Automate and accelerate: Focus on insights, not library prep
June 5, 2019 | Genomics

Automate and accelerate: Focus on insights, not library prep

The faster you can prepare high-quality NGS libraries, the faster you can proceed with sequencing your sample and uncovering insights that accelerate your understanding of its underlying biology.

But what if you have thousands of samples? Issues such as manual handling errors, irreproducibility and batch-to-batch inconsistency become magnified the more samples you have to process. This can translate into higher costs and longer turnaround times, as well as a greater number of experimental re-runs. For example, even modest labs are conducting NGS reactions on 3000 to 5000 samples per year for translational medicine studies. These studies have reagent budgets in the millions. For this type of lab running a $1000/genome assay, even a 10% re-run rate can result in escalating costs.

Library preparation doesn’t have to be the rate-limiting step of your NGS workflow.

Enter a world of convenience and flexibility with automated NGS library prep

Combine the flexibility of QIAGEN’s QIAseq FX technology with the convenience of automation to turbo charge your library prep. The QIAseq FX DNA Library Kit incorporates all-enzymatic DNA fragmentation into a streamlined, optimized protocol that does not require sample cleanup between fragmentation and adapter ligation. This saves time and prevents errors. Optimized enzyme and buffer compositions ensure high sequencing library yield. A simple, three-reaction protocol enables straightforward automation of library preparation on various liquid-handling platforms, reducing hands-on time and run-to-run variability. Leverage the sheer genius of the QIAseq FX DNA Library Kit and go from DNA to sequencer-ready whole genome libraries in just 2.5 hours. Providing customizable, reproducible fragment sizes, this kit allows you to achieve higher library complexity and ensures compatibility with multiple NGS applications such as metagenomics and microbiome studies. The convenient plate format and 96-plex barcoded Illumina adapters reduce the risk of cross-contamination and make automation easier.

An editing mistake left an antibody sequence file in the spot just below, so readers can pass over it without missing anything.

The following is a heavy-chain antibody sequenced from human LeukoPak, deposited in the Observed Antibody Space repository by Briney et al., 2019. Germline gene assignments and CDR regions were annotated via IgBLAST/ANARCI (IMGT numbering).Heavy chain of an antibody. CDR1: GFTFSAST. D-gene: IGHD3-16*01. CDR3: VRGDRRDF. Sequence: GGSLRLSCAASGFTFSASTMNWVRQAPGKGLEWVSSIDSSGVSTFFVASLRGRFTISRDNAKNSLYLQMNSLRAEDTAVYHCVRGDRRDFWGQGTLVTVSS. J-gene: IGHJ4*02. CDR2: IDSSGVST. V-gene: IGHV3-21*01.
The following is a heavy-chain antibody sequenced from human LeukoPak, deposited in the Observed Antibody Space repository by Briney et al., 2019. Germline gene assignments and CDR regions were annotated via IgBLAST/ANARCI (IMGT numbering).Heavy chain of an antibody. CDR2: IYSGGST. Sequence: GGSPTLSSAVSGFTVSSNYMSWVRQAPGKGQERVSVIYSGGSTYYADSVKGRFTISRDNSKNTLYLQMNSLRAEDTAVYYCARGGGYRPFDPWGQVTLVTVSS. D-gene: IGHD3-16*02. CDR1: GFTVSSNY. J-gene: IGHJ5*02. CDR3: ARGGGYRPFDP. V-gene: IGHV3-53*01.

If your lab is running multiple samples, for example 96 at a time, you’ll need about 20–30 minutes of hands-on time per sample for library prep. By automating the workflow, you can save hours of hands-on time for larger runs.

Focus on achieving insights, not tedious library prep

Automating your library prep minimizes sample-to-sample and human variability and samples can be processed unattended and without manual intervention. This frees up your time to focus on what matters – achieving meaningful insights from your NGS data.

Library prep automation case studies

We’ve compiled some useful resources on library prep automation to get you started. Have a look at our informative webinars presented by both internal and external experts and discover how you can automate library prep on the Freedom EVO NGS workstation from Tecan and on the epMotion 5075 TMX system from Eppendorf. You can find more information on automating on Tecan, Hamilton, epMotion, and other platforms by contacting us here.

Optimizing hybrid capture experiments: Combining automation and optimized chemistries to enhance performance - View the recorded webinar

Streamlining metagenomic studies on the QIAseq FX and epMotion platforms - View the recorded webinar 

We aim bring to you many more webinars on automating library prep on different platforms throughout the course of 2019.
Stay ahead of the latest advances in library prep automation – sign up for our webinars.
Devika Mathur

Devika Mathur

Devika Mathur is a Senior Content Marketing Manager at QIAGEN and is responsible for creating multichannel content in the field of genomics. Devika joined QIAGEN in 2008 as a Technical and Marketing Writer and has written extensively on various scientific topics ranging from next-generation sequencing and single-cell analysis to PCR and sample preparation. Specializing in microbiology, Devika holds a B.Sc. and an M.Sc. from University College Cork, Ireland. Her postgraduate research focused primarily on the molecular characterization of the replication module of the lactococcal bacteriophage Tuc2009.